The cultural focus this year in art class is Asia, and the Kindergarteners are focusing on the country of India. There is a tradition in India that happens every year called the Elephant Festival. The elephants are painted with beautiful colors and designs. The students learned interesting facts about elephants from India and compared them to elephants from Africa. Did you know that elephants from India are smaller than elephants from Africa? The artists created their own elephants by sponge painting gray paper to create texture that looked like wrinkly elephant skin. They used their painted paper to create these wonderful elephants. Their favorite part was picking out the beautiful jewel for their elephant to wear on it’s head.
This project was inspired by the elephant project from the blog ‘Art with Mr. Giannetto.’
I can create texture.
I can create a collage.
After learning about the life and art of Henri Rousseau, 2nd graders at Georgetown created these ferocious tigers in the style of Rousseau. They learned that Rousseau liked to paint jungle scenes with wild animals even though he had never been to the jungle or had ever seen a wild animal. First the artists drew the tiger and painted it. Then they painted and cut out flowers and leaves to create a jungle scene. These tigers turned out great even though none of these artists had ever been to the jungle either!
See more of our ferocious tigers at our Artsonia On-Line Art Gallery!
There are lots of tiger projects out there on art blogs – we’d like to thank Alum Creek Elementary School’s Artsonia page for our project inspiration! See their page here.
Second grade artists have been exploring the collage art of Henri Matisse. They learned that in 1949, Matisse began one of the greatest projects of his life…a chapel for the Dominican sisters in the town of Vence, France. He designed every part of the Chapelle du Rosaire, including the beautiful stained glass windows. Our Matisse window collages are inspired by his “Christmas Eve” piece, and the second graders worked hard to create an eye path, using color and shape, that leads the eye around the collage.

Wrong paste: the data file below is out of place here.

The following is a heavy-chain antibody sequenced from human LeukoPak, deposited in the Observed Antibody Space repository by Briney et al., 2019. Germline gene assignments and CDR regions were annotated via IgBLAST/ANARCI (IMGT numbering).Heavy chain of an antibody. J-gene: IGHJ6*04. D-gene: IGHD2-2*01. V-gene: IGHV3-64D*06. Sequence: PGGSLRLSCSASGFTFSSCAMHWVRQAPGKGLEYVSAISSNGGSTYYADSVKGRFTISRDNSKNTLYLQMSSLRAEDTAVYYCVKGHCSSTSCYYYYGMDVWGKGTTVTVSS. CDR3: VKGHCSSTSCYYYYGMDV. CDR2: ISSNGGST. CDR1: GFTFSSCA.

As our assessment for this project, second graders did a “Gallery Walk” around the room, admiring each other’s work. They wrote comments about the pieces they were viewing, and there were great conversations about eye path, shape, and color!
Kindergarten artists created these fireflies in the style of Eric Carle to support our school SPARK project where we raised money to send solar powered lanterns to teachers in Uganda. Each teacher in our building read the story The Lonely Firefly by Eric Carle to introduce SPARK to the students. Kindergarteners learned about Eric Carle’s art and began the project by painting paper. They then used their painted paper to cut out the parts of their fireflies. The students worked hard on their fireflies and they turned out beautiful!
Read more about our SPARK, Spread A Little Light for the Nyaka School in Uganda, here.
Kindergarten artists worked hard creating their circle trees. After learning about shape, they had to cut, draw and stamp circles to create their trees. They did a fabulous job! Their artwork was on display in the hallways during conferences, and is on display at the Artsonia website.